Anyway, you have been reading my waffling for a while now, have some photos:

How to get to Baños from Quito:

Take a bus or taxi (around $10 from the centre) to the Terminal Quitumbe. Bus tickets to Baños are sold on the first floor and they leave regularly. You can also get buses to Puyo, Tena, Riobamba and Cuenca from Baños.


Standing at the centre of the world

A couple of weeks back my friend and I decided to embrace being tourists for a day and go to the Mitad del Mundo, the monument at the Equator. It only takes an hour to get there but we still hadn’t got round to it.

It was very liberating to be touristy for a day, a nice break from constantly trying to blend in and integrate into Ecuadorian life. We spent lots of time happily prancing about, jumping over the line and taking cheesy tourist photos. In the Mitad del Mundo complex there are shops, museums, llamas(!), activities such as trying to balance an egg on a nail, and, of course, the monument itself. As it was a Sunday there were also dancers, who were brilliant to watch. Moreover, there’s something very thrilling about being at the centre of the world, one foot in each hemisphere. It may all be put on for tourists but it’s a great feeling.

The funny thing is that the giant monument at the Mitad del Mundo isn’t actually on the real Equator but what was calculated to be the Equator by French scientists in the 18th century. It’s actually about 200 metres of the official GPS reading, which all things considered is pretty impressive. There’s a third line which is also said to be the official Equator, it all depends on which one you’re rooting for.

We also went to the second, “official” line which is in an ethnological museum featuring shrunken heads, anaconda skins and fun demonstrations how water drains clockwise or anti-clockwise depending on which side of the Equator you’re on (I learned this from the Simpsons). All in all it was a fun day! A good excursion if you’re ever in Quito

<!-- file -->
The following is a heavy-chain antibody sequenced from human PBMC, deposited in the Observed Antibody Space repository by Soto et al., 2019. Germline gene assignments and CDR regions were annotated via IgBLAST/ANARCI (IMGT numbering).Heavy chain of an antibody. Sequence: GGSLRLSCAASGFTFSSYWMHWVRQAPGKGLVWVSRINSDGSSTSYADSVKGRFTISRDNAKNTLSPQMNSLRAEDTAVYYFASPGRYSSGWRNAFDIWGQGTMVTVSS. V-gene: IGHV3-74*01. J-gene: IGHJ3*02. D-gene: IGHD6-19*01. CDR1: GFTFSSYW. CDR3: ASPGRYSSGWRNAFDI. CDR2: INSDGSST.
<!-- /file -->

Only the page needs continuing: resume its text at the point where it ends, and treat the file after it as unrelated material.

And then there was rain

For my first month in Quito the weather was amazing: perfect spring weather with the occasional breeze coupled with cool evenings, thus avoiding any hot, sleepless nights. While my host mother was constantly complaining of the cold in the evenings (and insisting that walking around barefoot was going to make me very ill), I was in weather heaven.

Or was I?

There’s something about being British that makes us constantly aware of the weather: too hot, too cold, too rainy, too dry, too snowy, no snow, etc. I swear I read an article during the recent British heatwave saying “Brits happiest with intermittent weather”, or something to that degree.

Not only that, but as a Brit I grew up with the rain. I swear my skin is slightly more impermeable than people from other countries. There’s a part of me that loves it, in my flat in Edinburgh we had wonderful big windows that I cursed during the winter but that during summer downpours I would leave wide open as I curled up with a good book and a cup of tea. Heaven. Then there’s my house in Devon with a thatched roof and a little bit covered outside my window that amplifies the sound of the rain, the perfect lullaby. Some people run away from the rain, I quite often run towards it, jumping around and dancing. Also, what child hasn’t made races out of the raindrops falling on windows?

Of course it goes without saying that there’s a part of me that hates when it rains and rains without stopping, or when I’m trying to get somewhere or I’m wearing the wrong shoes. Then rain genuinely sucks. I’ve had too many camping holidays and walking expeditions when it has not stopped raining and when little rivers have started to run through the tents. Last Christmas, floods shut railway lines, there was a lake outside my house, a river in the garden and we had to move the annual village Boxing Day duck race to a different place because the river was overflowing. Rain is a fickle friend.

So my first month in Quito may have had perfect weather, but something didn’t feel quite right. It was just that little bit too perfect. The Brit felt a little confused.

And then last Thursday, there was rain. Oh what rain! I could smell it coming from miles away (the smell of rain is the best smell in the world). There was a massive thunderstorm: heavy rain, hailstones, thunder and lightning with barely seconds between. All the sounds were amplified by the mountains, amazing rumbles and shudders as it felt like the universe was emptying itself out onto us. Snug in the office, I felt very happy. It was even considerate enough to stop before I had to walk home.